One of the most iconic images of the ‘black magician’ is the ominous figure standing in a magic circle filled with intricate designs and mystical symbols. Magic circles have been a big part of my life recently, after being involved in a production based on the Elizabethan Occult, and watching NBC’s Constantine – so I thought I’d write a little about what they are and where they came form.
Christopher Marlowe, writer of demonological play Doctor Faustus, described the popular vision of the magical circle:
“Within this circle is Jehovah’s name
Forward and backward anagrammatized,
Th’abbreviated names of holy saints,
Figures of every adjunct to the heavens,
And characters of signs and evening stars,
By which the spirits are enforced to rise.
Then fear not, Faustus, be resolute
And try the utmost magic can perform.” (1.3.8-15) Continue reading “Magic Circles, Their History and Anatomy”
Magical Rings are one of my favourite things about D&D. The idea of having something that won’t ever wear out, but gives you superpowers, is one of the coolest things I could possibly imagine. My only regret was that my group only allowed you to have one ring on each hand. I would have been the Mr. T of magical jewellery.
Heinrich Cornelius Agrippa, one of the greatest Neoplatonic thinkers of the 16th century (who also became a doctor, a feminist, a sceptic, and a lawyer who defended witches while humiliating witch-hunters) talked about rings:
“Rings impress their virtue upon us, inasmuch as they do affect the spirit of him that carries them with gladness or sadness, and render him courteous or terrible, bold or fearful, amiable or hateful; inasmuch as they do fortify us against sicknessm poisons, enemies, evil spirits, and all manner of hurtful things, or, at least will not suffer us to be kept under them.”
Whether or not magic has ever really existed, people have been making magical rings for thousands of years. In what was Chaldea, a semitic nation nestled in the corner of the Babylonian Empire, archaeologists are still finding rings dedicated to the seven planetary spirits, corresponding with the planets of astrology.
You might know if you’ve read my bio, but I work as a tour guide at the Globe Theatre. There are many reasons why I love the Globe, not least of which is that I get to make a living from history – but also because you never know who you’re talking to.
In this case I was at the entrance telling getting people onto tours, when I started having a chat with one of the security guards. We talked about his travels in Eastern Europe and South America, touching on Voodou, Santeria, Brujha and Macamba (none of which I pronounced correctly, despite having studied them). It was inevitable that we eventually got onto the topic of The Devil.
We talked a little about the medieval fear of The Devil when he said, “You’ve heard of the Codex Gigas? The Codex Gigas? No? Look it up later.”
As mentioned in a previous blog post, the Middleham Jewel contained the word ‘Ananizapta’, which was a charm against epilepsy, also known as ‘the falling sickness’ or ‘the sacred disease’ by various parties.
One manuscript where the charm is found suggests that the meaning of the word is “May the antidote of the Nazarene prevail over death by poison! May the Trinity sanctify food and drink! Amen”, while, according to Claude Lecouteux, another manuscript defines it as “May the bitterness of the Nazarene’s death remove us from the verdict of eternal damnation, by the power of the Father, for a harsher persecution,” which is based on the idea that the word is an acronym for Ancient Greek.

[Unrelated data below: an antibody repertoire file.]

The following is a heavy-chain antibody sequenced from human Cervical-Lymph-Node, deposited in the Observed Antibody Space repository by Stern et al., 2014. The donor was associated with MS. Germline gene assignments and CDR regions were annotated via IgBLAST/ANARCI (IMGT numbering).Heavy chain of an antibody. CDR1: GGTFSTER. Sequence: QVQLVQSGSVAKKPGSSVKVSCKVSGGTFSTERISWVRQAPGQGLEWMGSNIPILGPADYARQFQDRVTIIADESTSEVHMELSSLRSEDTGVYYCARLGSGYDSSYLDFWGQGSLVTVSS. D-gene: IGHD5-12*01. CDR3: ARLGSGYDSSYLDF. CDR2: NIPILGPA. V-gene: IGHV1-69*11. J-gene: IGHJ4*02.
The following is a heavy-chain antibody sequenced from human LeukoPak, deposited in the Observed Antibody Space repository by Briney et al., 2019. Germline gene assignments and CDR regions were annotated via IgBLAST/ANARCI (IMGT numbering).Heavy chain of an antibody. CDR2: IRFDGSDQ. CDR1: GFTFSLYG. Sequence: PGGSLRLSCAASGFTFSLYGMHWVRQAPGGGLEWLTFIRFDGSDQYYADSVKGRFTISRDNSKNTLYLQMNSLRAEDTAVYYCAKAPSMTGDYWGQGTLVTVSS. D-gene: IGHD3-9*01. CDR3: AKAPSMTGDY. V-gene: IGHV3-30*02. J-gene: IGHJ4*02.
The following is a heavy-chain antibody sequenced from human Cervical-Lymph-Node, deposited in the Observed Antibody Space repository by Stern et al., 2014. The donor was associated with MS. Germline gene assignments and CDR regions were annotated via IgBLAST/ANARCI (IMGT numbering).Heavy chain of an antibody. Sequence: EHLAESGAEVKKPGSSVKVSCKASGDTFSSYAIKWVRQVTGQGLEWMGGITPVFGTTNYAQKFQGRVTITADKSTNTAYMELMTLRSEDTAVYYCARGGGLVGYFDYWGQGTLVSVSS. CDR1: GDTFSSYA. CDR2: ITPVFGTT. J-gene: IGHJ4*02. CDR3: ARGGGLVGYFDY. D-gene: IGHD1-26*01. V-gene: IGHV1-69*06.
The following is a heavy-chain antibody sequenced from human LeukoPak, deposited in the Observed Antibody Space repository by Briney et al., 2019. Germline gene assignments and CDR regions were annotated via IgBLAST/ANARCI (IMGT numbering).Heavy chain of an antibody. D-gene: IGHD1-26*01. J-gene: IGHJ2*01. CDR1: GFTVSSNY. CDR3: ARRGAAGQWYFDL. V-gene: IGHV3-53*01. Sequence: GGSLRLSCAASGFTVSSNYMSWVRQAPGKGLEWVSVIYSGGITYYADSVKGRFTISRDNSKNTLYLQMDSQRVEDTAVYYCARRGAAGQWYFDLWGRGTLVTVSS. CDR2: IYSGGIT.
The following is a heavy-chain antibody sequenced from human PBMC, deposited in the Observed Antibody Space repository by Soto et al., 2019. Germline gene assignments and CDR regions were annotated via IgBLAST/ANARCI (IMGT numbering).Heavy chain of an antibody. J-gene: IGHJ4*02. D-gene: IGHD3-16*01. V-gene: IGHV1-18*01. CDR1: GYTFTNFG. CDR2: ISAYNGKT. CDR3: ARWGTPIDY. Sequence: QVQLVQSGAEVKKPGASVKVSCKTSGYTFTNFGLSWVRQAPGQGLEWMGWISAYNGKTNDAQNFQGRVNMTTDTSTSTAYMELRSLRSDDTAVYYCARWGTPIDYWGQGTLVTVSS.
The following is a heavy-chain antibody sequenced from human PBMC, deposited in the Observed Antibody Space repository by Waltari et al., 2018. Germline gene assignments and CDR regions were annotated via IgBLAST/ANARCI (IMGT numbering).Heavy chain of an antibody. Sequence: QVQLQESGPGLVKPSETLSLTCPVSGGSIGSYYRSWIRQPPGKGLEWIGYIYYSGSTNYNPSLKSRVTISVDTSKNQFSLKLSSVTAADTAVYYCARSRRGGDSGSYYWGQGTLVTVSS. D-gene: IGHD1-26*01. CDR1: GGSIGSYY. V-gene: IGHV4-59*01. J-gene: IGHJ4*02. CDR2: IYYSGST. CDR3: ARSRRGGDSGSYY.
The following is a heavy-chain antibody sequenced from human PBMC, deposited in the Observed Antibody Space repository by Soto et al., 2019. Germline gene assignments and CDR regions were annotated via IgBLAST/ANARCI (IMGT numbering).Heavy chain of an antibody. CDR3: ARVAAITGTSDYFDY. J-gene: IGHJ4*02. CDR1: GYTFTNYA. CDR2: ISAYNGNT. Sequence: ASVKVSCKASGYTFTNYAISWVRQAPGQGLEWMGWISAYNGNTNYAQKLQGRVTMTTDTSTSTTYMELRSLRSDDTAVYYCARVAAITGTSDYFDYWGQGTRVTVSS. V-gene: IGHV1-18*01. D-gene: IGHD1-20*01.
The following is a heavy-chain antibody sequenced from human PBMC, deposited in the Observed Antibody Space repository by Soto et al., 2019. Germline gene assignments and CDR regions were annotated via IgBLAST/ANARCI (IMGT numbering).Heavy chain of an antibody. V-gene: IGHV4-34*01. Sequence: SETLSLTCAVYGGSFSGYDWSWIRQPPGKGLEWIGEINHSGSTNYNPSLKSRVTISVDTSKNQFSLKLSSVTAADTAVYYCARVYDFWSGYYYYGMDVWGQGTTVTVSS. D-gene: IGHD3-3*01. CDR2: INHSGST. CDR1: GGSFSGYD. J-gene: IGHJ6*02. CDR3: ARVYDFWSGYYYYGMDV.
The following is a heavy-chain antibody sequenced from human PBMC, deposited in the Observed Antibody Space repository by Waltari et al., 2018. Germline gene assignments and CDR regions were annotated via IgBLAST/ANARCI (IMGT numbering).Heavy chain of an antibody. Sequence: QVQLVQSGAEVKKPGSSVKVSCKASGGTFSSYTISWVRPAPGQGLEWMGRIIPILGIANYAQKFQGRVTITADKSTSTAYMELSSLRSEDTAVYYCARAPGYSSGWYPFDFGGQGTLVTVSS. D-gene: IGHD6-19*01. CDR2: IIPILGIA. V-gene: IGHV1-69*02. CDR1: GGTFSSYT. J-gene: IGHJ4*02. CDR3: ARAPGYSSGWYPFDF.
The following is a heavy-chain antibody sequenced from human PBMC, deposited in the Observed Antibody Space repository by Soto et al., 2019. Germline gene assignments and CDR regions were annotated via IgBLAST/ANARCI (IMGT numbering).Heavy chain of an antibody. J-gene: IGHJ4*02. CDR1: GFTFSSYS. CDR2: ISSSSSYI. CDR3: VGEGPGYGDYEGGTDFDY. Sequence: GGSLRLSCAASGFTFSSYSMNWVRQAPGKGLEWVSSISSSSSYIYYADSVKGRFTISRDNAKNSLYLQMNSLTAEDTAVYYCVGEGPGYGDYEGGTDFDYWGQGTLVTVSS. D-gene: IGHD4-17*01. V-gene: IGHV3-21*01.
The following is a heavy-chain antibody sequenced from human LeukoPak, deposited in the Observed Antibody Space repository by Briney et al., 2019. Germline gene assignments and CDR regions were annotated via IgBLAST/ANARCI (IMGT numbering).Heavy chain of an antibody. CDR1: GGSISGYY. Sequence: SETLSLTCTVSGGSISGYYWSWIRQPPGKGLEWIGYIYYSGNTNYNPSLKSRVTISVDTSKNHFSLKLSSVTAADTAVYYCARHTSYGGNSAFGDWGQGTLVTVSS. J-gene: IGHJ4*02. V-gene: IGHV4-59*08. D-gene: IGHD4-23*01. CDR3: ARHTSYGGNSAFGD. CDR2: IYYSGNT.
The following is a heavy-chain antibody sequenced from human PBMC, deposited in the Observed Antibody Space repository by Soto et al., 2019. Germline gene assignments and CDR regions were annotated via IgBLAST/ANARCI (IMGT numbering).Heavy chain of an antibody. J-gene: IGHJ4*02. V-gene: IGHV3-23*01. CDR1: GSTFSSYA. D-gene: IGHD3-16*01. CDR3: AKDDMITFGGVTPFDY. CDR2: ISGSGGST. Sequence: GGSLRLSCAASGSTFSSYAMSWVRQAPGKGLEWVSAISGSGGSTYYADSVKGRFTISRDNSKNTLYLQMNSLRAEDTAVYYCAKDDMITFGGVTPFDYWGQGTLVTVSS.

Whatever the true meaning of the word inscribed on the talisman, the rest of its construction can be traced back to the rules laid down in Middle Eastern books of ‘Natural Magic’ that made their way to Europe after the end of the Crusades. With these texts came ideas dating back to the Classical world that metals, stones and plants were infused by the power of various planets, which could give them powers to affect magical cures if they were properly calibrated. Continue reading “Magico-Medical Talismans 2, A Deeper Analysis of the Middleham Jewel”
Marcellus: What, has this thing appeared again tonight?
Bernado: I have seen nothing…
Marcellus: Horatio says ’tis but our fantasy, And will not let belief take hold of him, Touching this dreaded sight, twice seen of us… that if this apparition come, He may approve our eyes and speak of it.
Horatio: But soft, behold, lo where it comes again! I’ll cross it though it blast me. Stay, illusion. If thou has any sound or use of voice, Speak to me. If there be any good thing to be done that may to thee do ease, and grace to me, Speak to me. If thou art privy to thy country’s fate, which happily foreknowing may avoid, Oh speak. If thou hast uphoarded in thy life, Extorted treasure in the womb of the earth, For which they say you spirits oft walk in death, Speak of it…
Marcellus: Shall I strike at it with my partisan?
Horatio: Do it if it will not stand.
Marcellus: ‘Tis gone. We do it wrong being so majestical To offer it the show of violence, For it is as the air invulnerable, And our vail blows malicious mockery.
Bernado: It was about to speak when the cock crew.
Marcellus: It faded on the crowing of the cock.
Above is an abridged version of the scene from William Shakespeare’s Hamlet where three officers of the watch witness the ghost of Hamlet’s father haunting the castle of Elsinore.
When Hamlet himself, already identified as a bit of an odd bird, meets the ghost he says:
Hamlet: Angels and ministers of grace defend us! Be thou a spirit of health, or goblin damned, Bring with thee airs from heaven or blasts from hell, Be thy intents wicked or charitable, Thou com’st in such a questionable shape That I will speak to thee. I’ll call thee Hamlet, King, father, royal Dane…
If you follow this blog, you might have realised that I’m a bit of a geek: not just a folklore and mythology geek, but a geek in general. Knowing this, it probably won’t be a surprise that I spent much of my childhood playing Dungeons and Dragons. Even as an adult, I can still be found playing tabletop from time to time (but not D&D anymore, now I play 1930s-style pulp adventure games, where sexy occult historians get dragged into adventures with breathy femme fatales…)
Dungeons and Dragons was the creation of Gary Gygax, and was originally released as a supplement for a wargaming system called Chainmail. Over the years, and certainly by the time I was playing, a number of fantasy words were released with increasingly different world-building to anything you’d ever seen in real medieval history.
However, hidden at the core of D&D, buried, unspoken, in the rules and mechanics of the system (a system widely mocked for being pernickety and bureaucratic) are a set of tropes that represent a loving recreation of Medieval European folklore.